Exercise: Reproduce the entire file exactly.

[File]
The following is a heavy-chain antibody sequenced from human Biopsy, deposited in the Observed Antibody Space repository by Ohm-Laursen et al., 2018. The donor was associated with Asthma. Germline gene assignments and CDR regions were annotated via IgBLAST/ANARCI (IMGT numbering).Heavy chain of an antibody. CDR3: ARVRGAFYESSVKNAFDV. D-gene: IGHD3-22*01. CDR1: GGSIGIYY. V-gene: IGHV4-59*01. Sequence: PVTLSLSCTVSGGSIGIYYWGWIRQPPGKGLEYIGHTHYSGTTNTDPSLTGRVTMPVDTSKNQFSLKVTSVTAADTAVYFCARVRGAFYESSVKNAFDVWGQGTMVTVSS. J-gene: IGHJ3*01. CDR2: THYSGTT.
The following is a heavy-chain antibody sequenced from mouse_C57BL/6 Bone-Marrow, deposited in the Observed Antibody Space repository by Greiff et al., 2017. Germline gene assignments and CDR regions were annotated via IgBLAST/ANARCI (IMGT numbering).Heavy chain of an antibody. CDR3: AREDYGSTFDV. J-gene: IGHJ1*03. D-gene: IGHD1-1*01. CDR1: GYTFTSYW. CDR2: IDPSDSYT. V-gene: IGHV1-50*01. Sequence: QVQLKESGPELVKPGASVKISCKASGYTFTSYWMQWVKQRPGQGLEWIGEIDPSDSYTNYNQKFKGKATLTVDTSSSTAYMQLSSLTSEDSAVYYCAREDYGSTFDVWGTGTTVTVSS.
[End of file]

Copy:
The following is a heavy-chain antibody sequenced from human Biopsy, deposited in the Observed Antibody Space repository by Ohm-Laursen et al., 2018. The donor was associated with Asthma. Germline gene assignments and CDR regions were annotated via IgBLAST/ANARCI (IMGT numbering).Heavy chain of an antibody. CDR3: ARVRGAFYESSVKNAFDV. D-gene: IGHD3-22*01. CDR1: GGSIGIYY. V-gene: IGHV4-59*01. Sequence: PVTLSLSCTVSGGSIGIYYWGWIRQPPGKGLEYIGHTHYSGTTNTDPSLTGRVTMPVDTSKNQFSLKVTSVTAADTAVYFCARVRGAFYESSVKNAFDVWGQGTMVTVSS. J-gene: IGHJ3*01. CDR2: THYSGTT.
The following is a heavy-chain antibody sequenced from mouse_C57BL/6 Bone-Marrow, deposited in the Observed Antibody Space repository by Greiff et al., 2017. Germline gene assignments and CDR regions were annotated via IgBLAST/ANARCI (IMGT numbering).Heavy chain of an antibody. CDR3: AREDYGSTFDV. J-gene: IGHJ1*03. D-gene: IGHD1-1*01. CDR1: GYTFTSYW. CDR2: IDPSDSYT. V-gene: IGHV1-50*01. Sequence: QVQLKESGPELVKPGASVKISCKASGYTFTSYWMQWVKQRPGQGLEWIGEIDPSDSYTNYNQKFKGKATLTVDTSSSTAYMQLSSLTSEDSAVYYCAREDYGSTFDVWGTGTTVTVSS.